Representative Chris Collins, a Republican who represents much of western New York, may have violated both federal law and House ethics rules by promoting Innate Immunotherapeutics, an Australian biotech firm he is invested in, according to a report from the Office of Congressional Ethics.
Collins is the largest shareholder in Innate Immuno, and his connection to the company first drew scrutiny in January during former Health and Human Services secretary Tom Price’s confirmation hearing. At the time, Collins was accused of getting a discount on the stock because he was a member of Congress, and urging others, including Price, to do the same.
The report found no evidence to support those claims, but it did highlight other potential wrongdoing. OCE said Collins updated shareholders with nonpublic information on the company, such as how many people were participating in the company’s clinical trial and discussions with larger pharmaceutical companies about potentially purchasing Innate. That may be a violation of insider-trading laws and the Stock Act, which clarifies that those laws apply to members of Congress.
The panel suggested that Collins may have violated House ethics rules by mentioning the one drug Innate was working on, a treatment for multiple sclerosis, without disclosing his financial interest in the company. He also had his congressional staff set up a meeting with a National Institutes of Health employee. He brought one of his staffers to the meeting, where he asked an NIH expert on multiple sclerosis to help the company with its clinical trial. That expert met with Innate’s chief scientist three times. Collins said NIH invited him on a tour, and the meetings were just “scientist to scientist” chats about the difficulty of developing treatments for the disease.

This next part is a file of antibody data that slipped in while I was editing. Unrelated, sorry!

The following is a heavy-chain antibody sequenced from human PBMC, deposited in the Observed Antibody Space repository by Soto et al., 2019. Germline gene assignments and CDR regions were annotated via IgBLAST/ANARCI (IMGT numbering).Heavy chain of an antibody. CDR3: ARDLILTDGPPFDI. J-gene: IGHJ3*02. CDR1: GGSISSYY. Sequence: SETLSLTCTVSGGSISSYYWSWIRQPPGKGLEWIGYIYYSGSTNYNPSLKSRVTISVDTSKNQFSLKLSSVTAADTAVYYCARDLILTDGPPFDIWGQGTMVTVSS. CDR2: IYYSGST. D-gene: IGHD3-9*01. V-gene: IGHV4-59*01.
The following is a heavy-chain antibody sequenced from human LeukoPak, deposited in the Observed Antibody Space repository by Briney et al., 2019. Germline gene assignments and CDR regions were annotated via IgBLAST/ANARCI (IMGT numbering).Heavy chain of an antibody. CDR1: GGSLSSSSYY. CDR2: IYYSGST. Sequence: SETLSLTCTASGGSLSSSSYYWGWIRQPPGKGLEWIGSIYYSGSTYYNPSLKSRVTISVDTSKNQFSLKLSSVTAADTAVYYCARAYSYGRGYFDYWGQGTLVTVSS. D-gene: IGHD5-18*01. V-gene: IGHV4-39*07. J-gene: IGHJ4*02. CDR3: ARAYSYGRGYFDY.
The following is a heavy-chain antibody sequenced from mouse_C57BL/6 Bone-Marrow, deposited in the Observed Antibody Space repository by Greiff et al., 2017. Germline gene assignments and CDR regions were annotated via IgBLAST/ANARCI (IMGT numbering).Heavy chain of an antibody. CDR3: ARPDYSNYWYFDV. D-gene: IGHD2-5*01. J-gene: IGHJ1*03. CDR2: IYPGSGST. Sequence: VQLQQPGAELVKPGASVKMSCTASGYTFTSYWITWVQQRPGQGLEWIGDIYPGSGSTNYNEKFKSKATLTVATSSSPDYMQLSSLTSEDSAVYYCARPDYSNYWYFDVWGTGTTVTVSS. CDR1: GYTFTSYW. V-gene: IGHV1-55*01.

In June, the company’s stock plummeted, costing Collins $17 million after it announced that the drug failed in clinical trials.
The House Committee on Ethics said on Thursday that it will review OCE’s findings, but stopped short of opening a full investigation. The ethics committee has the power to subpoena witnesses and discipline members, but Washington ethics and criminal defense lawyer Stanley Brand told the New York Times, “It’s not a foregone conclusion that the ethics committee is going to take this up.”
Collins’s attorneys said, “There is nothing in the record to suggest, let alone support, the conclusion that Representative Collins violated House rules, standards of conduct, or federal law.” The congressman called the investigation a “witch hunt,” and attacked Democratic Representative Louise Slaughter, who was among those who lodged complaints. “She’s a despicable human being,” he said. “You don’t go after another member with fabricated allegations like she did.”
Slaughter countered that the report shows Collins “put his obsession to enrich himself before the people he swore to represent. It is a disgrace to Congress and to his constituents, who deserve better.”